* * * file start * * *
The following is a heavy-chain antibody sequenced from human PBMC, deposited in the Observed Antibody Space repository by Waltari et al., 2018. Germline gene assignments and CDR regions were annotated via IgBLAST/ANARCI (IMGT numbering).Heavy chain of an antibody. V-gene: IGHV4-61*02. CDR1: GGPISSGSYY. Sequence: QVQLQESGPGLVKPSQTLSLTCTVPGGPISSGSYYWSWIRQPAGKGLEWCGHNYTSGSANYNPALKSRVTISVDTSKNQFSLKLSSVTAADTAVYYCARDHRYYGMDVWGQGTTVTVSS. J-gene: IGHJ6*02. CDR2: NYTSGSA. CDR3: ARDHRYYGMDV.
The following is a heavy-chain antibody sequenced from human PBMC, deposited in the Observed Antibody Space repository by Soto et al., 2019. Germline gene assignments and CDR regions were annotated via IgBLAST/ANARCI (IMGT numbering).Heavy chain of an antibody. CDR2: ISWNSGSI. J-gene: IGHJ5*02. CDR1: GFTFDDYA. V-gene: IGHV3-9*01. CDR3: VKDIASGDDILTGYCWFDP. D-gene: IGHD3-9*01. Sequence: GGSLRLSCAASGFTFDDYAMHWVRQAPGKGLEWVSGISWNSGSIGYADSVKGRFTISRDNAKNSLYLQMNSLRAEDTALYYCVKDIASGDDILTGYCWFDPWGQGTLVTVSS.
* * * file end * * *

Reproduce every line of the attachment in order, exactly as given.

The following is a heavy-chain antibody sequenced from human PBMC, deposited in the Observed Antibody Space repository by Waltari et al., 2018. Germline gene assignments and CDR regions were annotated via IgBLAST/ANARCI (IMGT numbering).Heavy chain of an antibody. V-gene: IGHV4-61*02. CDR1: GGPISSGSYY. Sequence: QVQLQESGPGLVKPSQTLSLTCTVPGGPISSGSYYWSWIRQPAGKGLEWCGHNYTSGSANYNPALKSRVTISVDTSKNQFSLKLSSVTAADTAVYYCARDHRYYGMDVWGQGTTVTVSS. J-gene: IGHJ6*02. CDR2: NYTSGSA. CDR3: ARDHRYYGMDV.
The following is a heavy-chain antibody sequenced from human PBMC, deposited in the Observed Antibody Space repository by Soto et al., 2019. Germline gene assignments and CDR regions were annotated via IgBLAST/ANARCI (IMGT numbering).Heavy chain of an antibody. CDR2: ISWNSGSI. J-gene: IGHJ5*02. CDR1: GFTFDDYA. V-gene: IGHV3-9*01. CDR3: VKDIASGDDILTGYCWFDP. D-gene: IGHD3-9*01. Sequence: GGSLRLSCAASGFTFDDYAMHWVRQAPGKGLEWVSGISWNSGSIGYADSVKGRFTISRDNAKNSLYLQMNSLRAEDTALYYCVKDIASGDDILTGYCWFDPWGQGTLVTVSS.